By Hileni Nembwaya
DURING the 2015/16 financial year, the green scheme farms that produced maize accounted for 24.9 percent of national maize production, while over 70 percent was imported.
According to the Managing Director of agricultural business development (AGRIBUSDEV), Petrus Uugwanga, during the year under review the green scheme projects produced a total output of 17 829 metric tonnes of maize, which represented a 24.5 percent increase compared to the 2014/15 results, to the domestic production of maize.
“We can equally note with pride that over 95 percent of maize that was delivered to the national strategic food reserves under the auspices of agro-marketing and trade agency (AMTA) was procured via the green scheme projects,” said Uugwanga.
A total of 3 006 hectares of land were planted with maize, which produced a total yield of 17 829 metric tonnes. In addition the harvest, compared to baseline year yield, showed an increase of 3 052 metric tonnes, representing a 21,7 percent increase.
Production records of 2013/14 and 2014/15 are also said to have exceeded that of the baseline year by 2 522 metric tonnes and 272 metric tonnes respectively.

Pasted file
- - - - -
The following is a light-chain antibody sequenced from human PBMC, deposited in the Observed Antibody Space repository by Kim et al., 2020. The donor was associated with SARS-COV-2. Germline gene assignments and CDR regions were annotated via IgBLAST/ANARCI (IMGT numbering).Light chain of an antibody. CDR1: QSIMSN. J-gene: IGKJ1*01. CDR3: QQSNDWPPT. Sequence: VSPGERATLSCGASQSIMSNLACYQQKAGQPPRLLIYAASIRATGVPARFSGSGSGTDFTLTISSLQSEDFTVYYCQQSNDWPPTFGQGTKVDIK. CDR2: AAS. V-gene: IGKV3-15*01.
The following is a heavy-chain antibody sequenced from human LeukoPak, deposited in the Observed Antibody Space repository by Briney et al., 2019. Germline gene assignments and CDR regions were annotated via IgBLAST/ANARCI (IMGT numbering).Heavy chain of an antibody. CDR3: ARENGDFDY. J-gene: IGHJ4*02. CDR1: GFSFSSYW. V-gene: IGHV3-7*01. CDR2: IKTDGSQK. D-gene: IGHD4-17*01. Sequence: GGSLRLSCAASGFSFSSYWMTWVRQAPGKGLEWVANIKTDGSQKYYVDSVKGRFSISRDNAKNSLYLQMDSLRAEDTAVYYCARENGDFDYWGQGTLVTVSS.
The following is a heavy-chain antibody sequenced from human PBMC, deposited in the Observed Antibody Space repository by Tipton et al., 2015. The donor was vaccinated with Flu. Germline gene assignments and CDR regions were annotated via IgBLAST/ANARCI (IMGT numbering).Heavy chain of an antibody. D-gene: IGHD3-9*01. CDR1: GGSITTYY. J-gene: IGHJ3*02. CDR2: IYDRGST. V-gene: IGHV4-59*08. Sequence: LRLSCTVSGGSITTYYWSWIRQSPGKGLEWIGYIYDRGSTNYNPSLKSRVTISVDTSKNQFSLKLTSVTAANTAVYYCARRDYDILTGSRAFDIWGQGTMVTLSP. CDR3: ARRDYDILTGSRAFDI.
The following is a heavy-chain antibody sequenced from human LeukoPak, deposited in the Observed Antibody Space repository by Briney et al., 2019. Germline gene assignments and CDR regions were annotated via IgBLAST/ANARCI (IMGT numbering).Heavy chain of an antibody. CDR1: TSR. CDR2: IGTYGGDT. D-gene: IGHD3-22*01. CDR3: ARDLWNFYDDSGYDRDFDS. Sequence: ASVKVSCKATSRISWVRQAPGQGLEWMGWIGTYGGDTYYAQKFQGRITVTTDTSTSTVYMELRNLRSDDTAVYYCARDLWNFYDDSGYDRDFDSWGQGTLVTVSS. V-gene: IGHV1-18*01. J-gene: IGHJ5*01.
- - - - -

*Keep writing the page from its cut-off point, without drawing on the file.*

According to the 2014/15 Namibia agronomic board data, Etunda irrigation farm, which is one of the largest green schemes, planted maize on a total of 738 hectares planted and 3 103 metric tonnes were harvested.
Musese irrigation project also recorded a bumper harvest during the year under review with a total of 4 084 metric tonnes harvested from 430 hectares.
The report further stated that Namibia consumed a total of 151 960 metric tonnes of maize during the financial year 2014/15 and out of the total national consumption, 71 305 metric tonnes were produced locally and 82 527 metric tonnes were imported.
Of the total national production, 36 244 metric tonnes were produced under rain-fed and 37 213 metric tonnes were produced under irrigation, including green scheme farms.
Based on the AGRIBUSDEV set standards on maize production, maize yield per hectare is set above nine metric tonnes.
However, most of the farms failed to meet this internal standard due to various reasons such as climate change, power shortage or interruptions particularly at Ndonga Linena Irrigation Farm.
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